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Peace and War in Territorial Disputes

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Why do sovereign states sometimes fail to settle territorial disputes peacefully? Also, why do even peaceful settlements of territorial disputes rarely call for the resulting border to be unfortified? This paper explores a class of answers to these questions that is based on the following premise: States can settle a territorial dispute peacefully only if (1) their payoffs from a peaceful settlement are larger than their expected payoffs from a default to war, and (2) their promises not to attack are credible. This premise directs the analysis to such factors as the advantage of attacking over both defending and counterattacking, the divisibility of the contested territory, the possibility of recurring war, the depreciation or obsolescence of fortifications, and inequality in the effectiveness of mobilized resources.

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Paper provided by Brown University, Department of Economics in its series Working Papers with number 2004-07.

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Date of creation: 2004
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Handle: RePEc:bro:econwp:2004-07

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Postal: Department of Economics, Brown University, Providence, RI 02912

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  1. Alesina, Alberto & Spolaore, Enrico, 1997. "On the Number and Size of Nations," The Quarterly Journal of Economics, MIT Press, vol. 112(4), pages 1027-56, November.
  2. Gregory D. Hess & Athanasios Orphanides, 1999. "War and Democracy," CESifo Working Paper Series 201, CESifo Group Munich.
  3. Fearon, James D., 1995. "Rationalist explanations for war," International Organization, Cambridge University Press, vol. 49(03), pages 379-414, June.
  4. Hess, Gregory D & Orphanides, Athanasios, 1995. "War Politics: An Economic, Rational-Voter Framework," American Economic Review, American Economic Association, vol. 85(4), pages 828-46, September.
  5. Spolaore, Enrico & Alesina, Alberto, 2005. "War, Peace, and the Size of Countries," Scholarly Articles 4553002, Harvard University Department of Economics.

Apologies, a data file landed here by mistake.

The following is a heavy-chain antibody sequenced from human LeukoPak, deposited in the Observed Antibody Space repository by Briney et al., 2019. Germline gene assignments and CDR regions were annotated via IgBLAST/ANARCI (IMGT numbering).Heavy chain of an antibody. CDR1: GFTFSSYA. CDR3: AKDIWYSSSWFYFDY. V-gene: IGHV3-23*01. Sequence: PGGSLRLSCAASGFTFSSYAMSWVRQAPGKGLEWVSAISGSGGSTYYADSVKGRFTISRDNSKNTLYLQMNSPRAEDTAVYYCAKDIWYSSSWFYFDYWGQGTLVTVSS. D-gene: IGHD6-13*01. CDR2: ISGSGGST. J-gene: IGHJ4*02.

6. Michelle R Garfinkel & Stergios Skaperdas, 2001. "Conflict Without Misperceptions or Incomplete Information: How the Future Matters," Levine's Working Paper Archive 563824000000000011, David K. Levine.
  7. Dimitriy Gershenson & Herschel I. Grossman, 1999. "Civil Conflict: Ended Or Never Ending?," Working Papers 99-31, Brown University, Department of Economics.
  8. Garfinkel, Michelle R, 1990. "Arming as a Strategic Investment in a Cooperative Equilibrium," American Economic Review, American Economic Association, vol. 80(1), pages 50-68, March.
  9. Garfinkel, Michelle R, 1994. "Domestic Politics and International Conflict," American Economic Review, American Economic Association, vol. 84(5), pages 1294-1309, December.
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Cited by:
  1. Chang, Yang-Ming & Potter, Joel & Sanders, Shane, 2007. "War and peace: Third-party intervention in conflict," European Journal of Political Economy, Elsevier, vol. 23(4), pages 954-974, December.
  2. Leonardo Raffo López, 2007. "El modelo de Skaperdas y Syropoulos," Revista de Economía Institucional, Universidad Externado de Colombia - Facultad de Economía, vol. 9(17), pages 153-181, July-Dece.
  3. Kolmar, Martin, 2005. "The contribution of Herschel I. Grossman to political economy," European Journal of Political Economy, Elsevier, vol. 21(4), pages 802-814, December.
  4. Herschel I. Grossman, 2003. "Choosing Between Peace and War," NBER Working Papers 10180, National Bureau of Economic Research, Inc.
  5. Yang-Ming Chang, 2009. "Strategic altruistic transfers and rent seeking within the family," Journal of Population Economics, Springer, vol. 22(4), pages 1081-1098, October.

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